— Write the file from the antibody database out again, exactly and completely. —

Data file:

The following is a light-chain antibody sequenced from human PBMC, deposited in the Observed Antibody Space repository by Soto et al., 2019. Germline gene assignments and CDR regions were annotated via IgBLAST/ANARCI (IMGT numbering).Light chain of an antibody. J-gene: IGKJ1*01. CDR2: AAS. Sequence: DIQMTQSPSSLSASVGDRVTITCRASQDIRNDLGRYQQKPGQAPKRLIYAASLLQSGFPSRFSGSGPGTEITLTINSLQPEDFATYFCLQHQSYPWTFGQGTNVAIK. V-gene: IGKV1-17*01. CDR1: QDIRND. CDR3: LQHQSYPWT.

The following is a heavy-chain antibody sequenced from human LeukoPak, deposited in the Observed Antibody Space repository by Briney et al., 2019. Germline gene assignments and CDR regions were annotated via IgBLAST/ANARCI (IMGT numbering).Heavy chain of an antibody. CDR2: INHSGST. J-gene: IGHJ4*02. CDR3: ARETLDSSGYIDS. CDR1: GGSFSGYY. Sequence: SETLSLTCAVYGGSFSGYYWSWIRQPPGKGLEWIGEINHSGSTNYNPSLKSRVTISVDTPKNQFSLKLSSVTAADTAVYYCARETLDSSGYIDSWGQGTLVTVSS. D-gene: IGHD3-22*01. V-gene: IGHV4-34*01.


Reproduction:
The following is a light-chain antibody sequenced from human PBMC, deposited in the Observed Antibody Space repository by Soto et al., 2019. Germline gene assignments and CDR regions were annotated via IgBLAST/ANARCI (IMGT numbering).Light chain of an antibody. J-gene: IGKJ1*01. CDR2: AAS. Sequence: DIQMTQSPSSLSASVGDRVTITCRASQDIRNDLGRYQQKPGQAPKRLIYAASLLQSGFPSRFSGSGPGTEITLTINSLQPEDFATYFCLQHQSYPWTFGQGTNVAIK. V-gene: IGKV1-17*01. CDR1: QDIRND. CDR3: LQHQSYPWT.

The following is a heavy-chain antibody sequenced from human LeukoPak, deposited in the Observed Antibody Space repository by Briney et al., 2019. Germline gene assignments and CDR regions were annotated via IgBLAST/ANARCI (IMGT numbering).Heavy chain of an antibody. CDR2: INHSGST. J-gene: IGHJ4*02. CDR3: ARETLDSSGYIDS. CDR1: GGSFSGYY. Sequence: SETLSLTCAVYGGSFSGYYWSWIRQPPGKGLEWIGEINHSGSTNYNPSLKSRVTISVDTPKNQFSLKLSSVTAADTAVYYCARETLDSSGYIDSWGQGTLVTVSS. D-gene: IGHD3-22*01. V-gene: IGHV4-34*01.